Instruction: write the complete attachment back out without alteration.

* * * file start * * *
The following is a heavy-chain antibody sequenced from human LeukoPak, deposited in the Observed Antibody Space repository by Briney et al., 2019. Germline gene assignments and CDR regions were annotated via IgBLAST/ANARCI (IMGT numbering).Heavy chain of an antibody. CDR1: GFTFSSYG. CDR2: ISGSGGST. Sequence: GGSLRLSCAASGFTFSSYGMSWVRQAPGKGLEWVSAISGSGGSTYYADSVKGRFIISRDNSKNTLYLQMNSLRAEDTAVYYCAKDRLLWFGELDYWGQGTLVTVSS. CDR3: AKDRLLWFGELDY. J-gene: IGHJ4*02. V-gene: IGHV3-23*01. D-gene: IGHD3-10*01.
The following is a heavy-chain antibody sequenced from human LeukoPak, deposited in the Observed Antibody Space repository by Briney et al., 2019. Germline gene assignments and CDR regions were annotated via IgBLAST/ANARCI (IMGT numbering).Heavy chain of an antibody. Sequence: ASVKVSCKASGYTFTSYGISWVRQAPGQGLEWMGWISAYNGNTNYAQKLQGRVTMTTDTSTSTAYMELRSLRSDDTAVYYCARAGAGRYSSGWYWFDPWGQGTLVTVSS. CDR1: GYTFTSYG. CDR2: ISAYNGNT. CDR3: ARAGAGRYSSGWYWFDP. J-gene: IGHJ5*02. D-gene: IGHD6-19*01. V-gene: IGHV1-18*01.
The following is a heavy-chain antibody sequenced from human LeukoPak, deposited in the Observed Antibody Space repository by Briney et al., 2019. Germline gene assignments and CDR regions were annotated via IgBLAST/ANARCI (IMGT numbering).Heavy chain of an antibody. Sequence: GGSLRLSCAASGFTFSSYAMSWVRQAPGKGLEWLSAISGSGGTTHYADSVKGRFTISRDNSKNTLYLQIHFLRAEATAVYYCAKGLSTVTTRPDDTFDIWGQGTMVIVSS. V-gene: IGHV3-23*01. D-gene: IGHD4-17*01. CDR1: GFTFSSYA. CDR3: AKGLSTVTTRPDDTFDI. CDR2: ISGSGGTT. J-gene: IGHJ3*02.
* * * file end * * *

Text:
The following is a heavy-chain antibody sequenced from human LeukoPak, deposited in the Observed Antibody Space repository by Briney et al., 2019. Germline gene assignments and CDR regions were annotated via IgBLAST/ANARCI (IMGT numbering).Heavy chain of an antibody. CDR1: GFTFSSYG. CDR2: ISGSGGST. Sequence: GGSLRLSCAASGFTFSSYGMSWVRQAPGKGLEWVSAISGSGGSTYYADSVKGRFIISRDNSKNTLYLQMNSLRAEDTAVYYCAKDRLLWFGELDYWGQGTLVTVSS. CDR3: AKDRLLWFGELDY. J-gene: IGHJ4*02. V-gene: IGHV3-23*01. D-gene: IGHD3-10*01.
The following is a heavy-chain antibody sequenced from human LeukoPak, deposited in the Observed Antibody Space repository by Briney et al., 2019. Germline gene assignments and CDR regions were annotated via IgBLAST/ANARCI (IMGT numbering).Heavy chain of an antibody. Sequence: ASVKVSCKASGYTFTSYGISWVRQAPGQGLEWMGWISAYNGNTNYAQKLQGRVTMTTDTSTSTAYMELRSLRSDDTAVYYCARAGAGRYSSGWYWFDPWGQGTLVTVSS. CDR1: GYTFTSYG. CDR2: ISAYNGNT. CDR3: ARAGAGRYSSGWYWFDP. J-gene: IGHJ5*02. D-gene: IGHD6-19*01. V-gene: IGHV1-18*01.
The following is a heavy-chain antibody sequenced from human LeukoPak, deposited in the Observed Antibody Space repository by Briney et al., 2019. Germline gene assignments and CDR regions were annotated via IgBLAST/ANARCI (IMGT numbering).Heavy chain of an antibody. Sequence: GGSLRLSCAASGFTFSSYAMSWVRQAPGKGLEWLSAISGSGGTTHYADSVKGRFTISRDNSKNTLYLQIHFLRAEATAVYYCAKGLSTVTTRPDDTFDIWGQGTMVIVSS. V-gene: IGHV3-23*01. D-gene: IGHD4-17*01. CDR1: GFTFSSYA. CDR3: AKGLSTVTTRPDDTFDI. CDR2: ISGSGGTT. J-gene: IGHJ3*02.